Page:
The aliases for multi-cueing non-systematic intervention programmes continued to multiply:
Reading Recovery
Better Reading Partnership BRP
Catch Up literacy
Rapid Reading
FFT wave 3
Reading Quest
and so on....

At the end of 2009, Parliament's Science and Technology committee questioned the use of Reading Recovery (and other whole language intervention programmes:
Evidence Check on Early Literacy Interventions http://www.publications.parliament.uk/p ... 4/4405.htm
Having checked all the evidence, the all-party committee said: ''Teaching children to read is one of the most important things the State does. The Government has accepted Sir Jim Rose's recommendation that systematic phonics should be at the heart of the Government's strategy for teaching children to read. This is in conflict with the continuing practice of word memorisation and other teaching practices from the 'whole language theory of reading' used particularly in Wave 3 Reading Recovery. The Government should vigorously review these practices with the objective of ensuring that Reading Recovery complies with its policy''.

At the beginning of the summer holidays the DfE released its advanced training materials for SEN, including those for 'dyslexia'.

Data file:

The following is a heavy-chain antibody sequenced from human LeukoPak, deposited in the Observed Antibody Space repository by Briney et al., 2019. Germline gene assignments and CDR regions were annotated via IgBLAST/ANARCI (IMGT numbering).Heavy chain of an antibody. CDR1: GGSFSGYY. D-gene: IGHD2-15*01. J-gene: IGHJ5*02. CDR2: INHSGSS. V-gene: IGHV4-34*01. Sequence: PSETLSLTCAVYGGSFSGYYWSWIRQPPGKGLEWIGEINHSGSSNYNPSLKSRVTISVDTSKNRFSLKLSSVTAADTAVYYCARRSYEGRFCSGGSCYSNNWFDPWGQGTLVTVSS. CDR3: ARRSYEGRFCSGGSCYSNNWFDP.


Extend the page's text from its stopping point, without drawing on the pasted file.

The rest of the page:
http://www.advanced-training.org.uk/module4/M04U15.html
What is buried in there? Miscue-analysis, Reading Recovery, NLP..... :wtf:

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Re: Whole language: the Medusa's head

Post by maizie » Sun Jul 29, 2012 3:38 pm

Susan Godsland wrote:At the beginning of the summer holidays the DfE released its advanced training materials for SEN, including those for 'dyslexia'.
http://www.advanced-training.org.uk/module4/M04U15.html
What is buried in there? Miscue-analysis, Reading Recovery, NLP..... :wtf:
A spirited comment from the splendid Philip Macmillan:

http://lists.education.gov.uk/pipermail ... 03945.html
Well well well, the DfE obviously does not pay any attention whatsoever to past and current empirical reading research based on sound data supported theory.
.................
All that taxpayers money spent on Rose et al, synthetic phonics etc. etc. Everything was going to change and the number of poor readers was going to drop, this has yet to happen and if this particular nonsense from HMG is going to be current practice then nothing much will change and 30% of our children will experience unnecessary difficulties in literacy development.

Miscue analysis, Marie Clay, Reading Recovery, what will be next Whole Language? Come back Goodman all is forgiven?

I despair.

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Re: Whole language: the Medusa's head

Post by Derrie Clark » Sun Jul 29, 2012 3:52 pm